Located in the Centerville, VA area, Dr. Georges Traboulsi, DDS of the Dulles Dental Group, offers treatment and extraction of wisdom teeth to ensure healthy and beautiful teeth alignment.
Wisdom Teeth Q & A
What Are Wisdom Teeth?
The wisdom teeth are the third and last molars (upper and lower) in the permanent teeth. People aren’t generally born with wisdom teeth; the teeth begin to grow when people are in their late teens to early 20's. Some people don’t develop wisdom teeth at all, which is perfectly normal. In many cases, wisdom teeth erupt and grow normally without any problems.
Why Do Wisdom Teeth Need to Be Extracted?
Sometimes, wisdom teeth don’t have enough room to grow. Instead of growing straight, they may grow sideways which may put pressure on other teeth and cause misalignment. These are called impacted wisdom teeth. Impacted wisdom teeth can cause headaches, jaw pain, and swelling and redness in the gums. Because they are hard to clean, they can be a source of tooth decay and gum disease. Some dentists recommend removing them for that reason even if they aren’t impacted.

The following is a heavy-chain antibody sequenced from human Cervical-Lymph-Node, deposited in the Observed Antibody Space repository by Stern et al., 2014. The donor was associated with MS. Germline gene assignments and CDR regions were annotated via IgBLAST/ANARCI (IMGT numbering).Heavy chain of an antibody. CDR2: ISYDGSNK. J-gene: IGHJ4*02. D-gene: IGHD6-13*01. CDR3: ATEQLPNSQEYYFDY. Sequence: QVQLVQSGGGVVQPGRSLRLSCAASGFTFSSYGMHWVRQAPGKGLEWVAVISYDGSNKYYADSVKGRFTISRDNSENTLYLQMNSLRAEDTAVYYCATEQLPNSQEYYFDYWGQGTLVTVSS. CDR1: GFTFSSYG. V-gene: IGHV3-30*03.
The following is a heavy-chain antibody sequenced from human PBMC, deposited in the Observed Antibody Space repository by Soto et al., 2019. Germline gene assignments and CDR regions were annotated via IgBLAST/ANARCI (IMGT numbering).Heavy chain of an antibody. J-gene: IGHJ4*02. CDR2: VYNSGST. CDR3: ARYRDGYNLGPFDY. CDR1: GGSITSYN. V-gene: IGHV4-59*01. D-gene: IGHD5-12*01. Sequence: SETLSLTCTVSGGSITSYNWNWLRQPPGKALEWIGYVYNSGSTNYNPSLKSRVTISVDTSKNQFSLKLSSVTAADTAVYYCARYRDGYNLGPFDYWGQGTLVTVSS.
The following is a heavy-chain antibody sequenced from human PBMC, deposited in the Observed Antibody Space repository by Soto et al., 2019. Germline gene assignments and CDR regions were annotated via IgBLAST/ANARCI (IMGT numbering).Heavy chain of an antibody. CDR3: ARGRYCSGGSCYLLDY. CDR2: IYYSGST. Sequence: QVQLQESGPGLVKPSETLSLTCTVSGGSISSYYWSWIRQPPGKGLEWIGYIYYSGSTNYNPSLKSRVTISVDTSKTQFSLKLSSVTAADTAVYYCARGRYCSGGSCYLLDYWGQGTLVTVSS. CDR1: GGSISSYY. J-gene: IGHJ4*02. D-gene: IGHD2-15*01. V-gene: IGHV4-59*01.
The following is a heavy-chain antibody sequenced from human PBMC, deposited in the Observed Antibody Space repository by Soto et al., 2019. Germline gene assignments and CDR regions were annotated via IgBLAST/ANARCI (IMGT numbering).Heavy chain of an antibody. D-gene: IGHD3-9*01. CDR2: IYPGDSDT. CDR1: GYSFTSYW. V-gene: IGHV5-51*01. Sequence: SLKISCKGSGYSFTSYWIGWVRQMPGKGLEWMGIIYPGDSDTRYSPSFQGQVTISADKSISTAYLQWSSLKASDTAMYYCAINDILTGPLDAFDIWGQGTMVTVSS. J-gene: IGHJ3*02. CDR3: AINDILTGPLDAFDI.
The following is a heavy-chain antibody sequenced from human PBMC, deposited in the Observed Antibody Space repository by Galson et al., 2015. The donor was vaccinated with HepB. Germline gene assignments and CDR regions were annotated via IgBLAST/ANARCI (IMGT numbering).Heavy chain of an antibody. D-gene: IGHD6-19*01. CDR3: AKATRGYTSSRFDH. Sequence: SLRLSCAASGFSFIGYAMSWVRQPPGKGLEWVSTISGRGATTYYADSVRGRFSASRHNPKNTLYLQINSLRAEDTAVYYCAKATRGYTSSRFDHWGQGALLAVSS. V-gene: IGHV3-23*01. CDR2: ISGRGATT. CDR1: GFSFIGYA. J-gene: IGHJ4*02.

What’s the Wisdom Tooth Extraction Procedure Like?
Removing the wisdom teeth is a surgical procedure. The periodontist will give patients some form of anesthesia (local, intravenous sedation and general anesthesia). Then the periodontist makes an incision (cut) in the gum tissue, which exposes both the tooth and the bone, and it removes any bone that might be blocking access to the tooth. Depending on the size and condition of the tooth, the periodontist may break it into several pieces or extract it in one piece, clean the area, stitch it if necessary, and place gauze over the area to control bleeding.
What About Aftercare?
If patients had intravenous sedation or general anesthesia, they need to recover before going home to rest for the remainder of the day. Patients need to keep the gauze in place until the bleeding stops and a blood clot forms. Pain medication and ice packs help control the pain. Drink lots of water but avoid hot drinks, caffeine, carbonated beverages and alcohol for the first 24 hours. Rinse the mouth and use mouthwash or warm salt water for the first day or so. Patients may need to return in a week to 10 days to remove the stitches.